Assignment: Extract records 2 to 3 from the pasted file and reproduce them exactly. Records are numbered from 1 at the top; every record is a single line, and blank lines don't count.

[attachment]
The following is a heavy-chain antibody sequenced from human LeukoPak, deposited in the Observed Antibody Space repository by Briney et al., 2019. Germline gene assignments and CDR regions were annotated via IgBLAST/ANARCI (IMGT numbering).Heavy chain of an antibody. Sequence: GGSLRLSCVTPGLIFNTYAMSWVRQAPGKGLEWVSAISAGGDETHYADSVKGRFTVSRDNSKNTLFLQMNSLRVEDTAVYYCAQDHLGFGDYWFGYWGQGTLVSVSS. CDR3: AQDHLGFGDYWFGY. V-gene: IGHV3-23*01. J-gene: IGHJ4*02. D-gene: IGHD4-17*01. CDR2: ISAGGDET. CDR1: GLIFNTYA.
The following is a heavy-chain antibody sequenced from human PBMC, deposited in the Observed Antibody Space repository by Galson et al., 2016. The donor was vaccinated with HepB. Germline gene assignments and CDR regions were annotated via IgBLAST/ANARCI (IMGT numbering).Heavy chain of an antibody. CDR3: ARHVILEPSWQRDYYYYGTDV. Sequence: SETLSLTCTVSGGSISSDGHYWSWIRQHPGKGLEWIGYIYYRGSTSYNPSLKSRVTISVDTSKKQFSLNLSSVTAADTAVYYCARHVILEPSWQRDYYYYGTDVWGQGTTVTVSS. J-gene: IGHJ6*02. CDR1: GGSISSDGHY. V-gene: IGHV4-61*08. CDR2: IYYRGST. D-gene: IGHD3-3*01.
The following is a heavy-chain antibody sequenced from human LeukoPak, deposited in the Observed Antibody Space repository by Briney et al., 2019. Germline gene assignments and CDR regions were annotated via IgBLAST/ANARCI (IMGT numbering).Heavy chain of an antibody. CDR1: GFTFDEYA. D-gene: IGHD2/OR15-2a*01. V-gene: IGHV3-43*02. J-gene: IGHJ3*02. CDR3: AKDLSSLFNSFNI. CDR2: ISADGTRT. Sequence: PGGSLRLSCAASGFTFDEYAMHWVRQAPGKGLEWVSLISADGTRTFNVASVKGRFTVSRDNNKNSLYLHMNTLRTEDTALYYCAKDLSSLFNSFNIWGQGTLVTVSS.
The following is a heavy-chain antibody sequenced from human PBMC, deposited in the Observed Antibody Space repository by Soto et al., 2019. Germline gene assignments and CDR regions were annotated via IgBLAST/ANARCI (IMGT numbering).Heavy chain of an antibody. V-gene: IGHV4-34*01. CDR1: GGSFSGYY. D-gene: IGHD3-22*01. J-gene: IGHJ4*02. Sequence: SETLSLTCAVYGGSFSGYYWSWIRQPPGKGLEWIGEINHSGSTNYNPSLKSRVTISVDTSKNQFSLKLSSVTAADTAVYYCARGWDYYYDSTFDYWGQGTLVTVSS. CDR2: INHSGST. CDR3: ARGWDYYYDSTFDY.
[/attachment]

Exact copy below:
The following is a heavy-chain antibody sequenced from human PBMC, deposited in the Observed Antibody Space repository by Galson et al., 2016. The donor was vaccinated with HepB. Germline gene assignments and CDR regions were annotated via IgBLAST/ANARCI (IMGT numbering).Heavy chain of an antibody. CDR3: ARHVILEPSWQRDYYYYGTDV. Sequence: SETLSLTCTVSGGSISSDGHYWSWIRQHPGKGLEWIGYIYYRGSTSYNPSLKSRVTISVDTSKKQFSLNLSSVTAADTAVYYCARHVILEPSWQRDYYYYGTDVWGQGTTVTVSS. J-gene: IGHJ6*02. CDR1: GGSISSDGHY. V-gene: IGHV4-61*08. CDR2: IYYRGST. D-gene: IGHD3-3*01.
The following is a heavy-chain antibody sequenced from human LeukoPak, deposited in the Observed Antibody Space repository by Briney et al., 2019. Germline gene assignments and CDR regions were annotated via IgBLAST/ANARCI (IMGT numbering).Heavy chain of an antibody. CDR1: GFTFDEYA. D-gene: IGHD2/OR15-2a*01. V-gene: IGHV3-43*02. J-gene: IGHJ3*02. CDR3: AKDLSSLFNSFNI. CDR2: ISADGTRT. Sequence: PGGSLRLSCAASGFTFDEYAMHWVRQAPGKGLEWVSLISADGTRTFNVASVKGRFTVSRDNNKNSLYLHMNTLRTEDTALYYCAKDLSSLFNSFNIWGQGTLVTVSS.